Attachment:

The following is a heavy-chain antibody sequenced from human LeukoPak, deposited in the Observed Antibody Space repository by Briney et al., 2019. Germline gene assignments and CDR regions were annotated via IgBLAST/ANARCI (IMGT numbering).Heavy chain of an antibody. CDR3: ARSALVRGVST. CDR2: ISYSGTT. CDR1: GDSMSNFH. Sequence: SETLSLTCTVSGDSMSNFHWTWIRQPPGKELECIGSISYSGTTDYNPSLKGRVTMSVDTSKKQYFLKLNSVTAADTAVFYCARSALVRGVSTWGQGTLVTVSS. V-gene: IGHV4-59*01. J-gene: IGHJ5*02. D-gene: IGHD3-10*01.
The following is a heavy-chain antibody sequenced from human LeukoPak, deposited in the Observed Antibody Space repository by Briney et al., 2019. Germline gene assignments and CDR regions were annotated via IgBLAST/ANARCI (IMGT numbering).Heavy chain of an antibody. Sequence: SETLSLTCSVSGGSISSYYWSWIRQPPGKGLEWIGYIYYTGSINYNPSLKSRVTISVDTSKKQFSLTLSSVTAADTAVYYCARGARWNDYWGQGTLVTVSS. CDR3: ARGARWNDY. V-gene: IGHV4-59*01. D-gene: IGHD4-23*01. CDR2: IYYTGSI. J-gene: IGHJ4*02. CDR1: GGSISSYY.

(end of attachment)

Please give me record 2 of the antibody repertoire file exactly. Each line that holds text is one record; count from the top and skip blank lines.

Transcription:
The following is a heavy-chain antibody sequenced from human LeukoPak, deposited in the Observed Antibody Space repository by Briney et al., 2019. Germline gene assignments and CDR regions were annotated via IgBLAST/ANARCI (IMGT numbering).Heavy chain of an antibody. Sequence: SETLSLTCSVSGGSISSYYWSWIRQPPGKGLEWIGYIYYTGSINYNPSLKSRVTISVDTSKKQFSLTLSSVTAADTAVYYCARGARWNDYWGQGTLVTVSS. CDR3: ARGARWNDY. V-gene: IGHV4-59*01. D-gene: IGHD4-23*01. CDR2: IYYTGSI. J-gene: IGHJ4*02. CDR1: GGSISSYY.